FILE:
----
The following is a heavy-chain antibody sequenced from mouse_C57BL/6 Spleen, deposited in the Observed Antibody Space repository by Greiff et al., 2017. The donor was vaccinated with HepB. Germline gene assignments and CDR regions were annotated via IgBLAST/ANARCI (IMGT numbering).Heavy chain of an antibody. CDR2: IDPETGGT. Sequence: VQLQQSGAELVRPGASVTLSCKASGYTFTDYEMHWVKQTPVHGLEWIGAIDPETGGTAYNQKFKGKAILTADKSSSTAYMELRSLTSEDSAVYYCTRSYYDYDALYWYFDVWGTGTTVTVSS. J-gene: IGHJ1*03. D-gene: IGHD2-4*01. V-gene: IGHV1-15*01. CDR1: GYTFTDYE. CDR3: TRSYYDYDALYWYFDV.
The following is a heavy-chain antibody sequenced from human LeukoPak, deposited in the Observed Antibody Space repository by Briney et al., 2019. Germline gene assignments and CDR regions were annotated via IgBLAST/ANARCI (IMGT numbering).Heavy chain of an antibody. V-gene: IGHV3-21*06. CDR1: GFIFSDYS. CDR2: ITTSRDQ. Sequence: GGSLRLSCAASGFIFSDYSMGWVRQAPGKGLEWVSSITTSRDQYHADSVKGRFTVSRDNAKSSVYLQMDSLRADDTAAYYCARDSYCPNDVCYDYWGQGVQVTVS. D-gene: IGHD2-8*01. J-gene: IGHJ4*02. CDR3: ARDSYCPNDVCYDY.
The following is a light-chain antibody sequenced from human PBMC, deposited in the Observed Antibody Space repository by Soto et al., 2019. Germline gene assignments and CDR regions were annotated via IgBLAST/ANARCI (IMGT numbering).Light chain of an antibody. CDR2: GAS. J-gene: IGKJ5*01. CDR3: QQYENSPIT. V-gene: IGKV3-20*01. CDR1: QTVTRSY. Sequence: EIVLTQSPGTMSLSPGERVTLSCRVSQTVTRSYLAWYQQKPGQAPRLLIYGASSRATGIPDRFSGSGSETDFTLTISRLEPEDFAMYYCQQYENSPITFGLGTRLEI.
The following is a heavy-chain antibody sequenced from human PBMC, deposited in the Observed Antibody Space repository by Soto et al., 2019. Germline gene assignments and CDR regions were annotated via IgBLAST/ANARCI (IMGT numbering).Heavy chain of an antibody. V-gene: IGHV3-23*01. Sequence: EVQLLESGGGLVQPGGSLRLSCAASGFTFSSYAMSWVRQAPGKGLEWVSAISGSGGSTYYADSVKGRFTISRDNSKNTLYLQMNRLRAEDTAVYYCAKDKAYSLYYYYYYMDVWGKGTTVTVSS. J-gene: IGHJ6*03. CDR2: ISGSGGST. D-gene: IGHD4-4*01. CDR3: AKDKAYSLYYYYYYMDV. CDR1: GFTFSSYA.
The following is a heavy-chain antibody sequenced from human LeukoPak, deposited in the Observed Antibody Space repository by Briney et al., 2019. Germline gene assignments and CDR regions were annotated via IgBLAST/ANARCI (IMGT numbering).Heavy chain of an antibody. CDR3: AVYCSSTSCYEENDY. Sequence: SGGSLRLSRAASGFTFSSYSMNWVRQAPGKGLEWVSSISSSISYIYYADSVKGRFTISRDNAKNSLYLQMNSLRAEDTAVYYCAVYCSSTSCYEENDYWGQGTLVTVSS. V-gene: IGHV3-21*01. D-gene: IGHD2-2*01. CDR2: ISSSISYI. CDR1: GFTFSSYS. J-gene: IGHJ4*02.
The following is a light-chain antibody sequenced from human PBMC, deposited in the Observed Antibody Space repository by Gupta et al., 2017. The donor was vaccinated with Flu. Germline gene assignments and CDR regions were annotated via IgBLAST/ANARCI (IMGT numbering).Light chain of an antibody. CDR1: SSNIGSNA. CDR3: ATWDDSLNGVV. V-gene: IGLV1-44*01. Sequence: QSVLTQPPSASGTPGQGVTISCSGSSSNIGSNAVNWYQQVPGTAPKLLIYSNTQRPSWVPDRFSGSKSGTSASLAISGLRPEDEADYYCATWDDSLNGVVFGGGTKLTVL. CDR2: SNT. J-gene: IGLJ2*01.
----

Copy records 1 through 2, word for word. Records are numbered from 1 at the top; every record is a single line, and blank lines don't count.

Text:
The following is a heavy-chain antibody sequenced from mouse_C57BL/6 Spleen, deposited in the Observed Antibody Space repository by Greiff et al., 2017. The donor was vaccinated with HepB. Germline gene assignments and CDR regions were annotated via IgBLAST/ANARCI (IMGT numbering).Heavy chain of an antibody. CDR2: IDPETGGT. Sequence: VQLQQSGAELVRPGASVTLSCKASGYTFTDYEMHWVKQTPVHGLEWIGAIDPETGGTAYNQKFKGKAILTADKSSSTAYMELRSLTSEDSAVYYCTRSYYDYDALYWYFDVWGTGTTVTVSS. J-gene: IGHJ1*03. D-gene: IGHD2-4*01. V-gene: IGHV1-15*01. CDR1: GYTFTDYE. CDR3: TRSYYDYDALYWYFDV.
The following is a heavy-chain antibody sequenced from human LeukoPak, deposited in the Observed Antibody Space repository by Briney et al., 2019. Germline gene assignments and CDR regions were annotated via IgBLAST/ANARCI (IMGT numbering).Heavy chain of an antibody. V-gene: IGHV3-21*06. CDR1: GFIFSDYS. CDR2: ITTSRDQ. Sequence: GGSLRLSCAASGFIFSDYSMGWVRQAPGKGLEWVSSITTSRDQYHADSVKGRFTVSRDNAKSSVYLQMDSLRADDTAAYYCARDSYCPNDVCYDYWGQGVQVTVS. D-gene: IGHD2-8*01. J-gene: IGHJ4*02. CDR3: ARDSYCPNDVCYDY.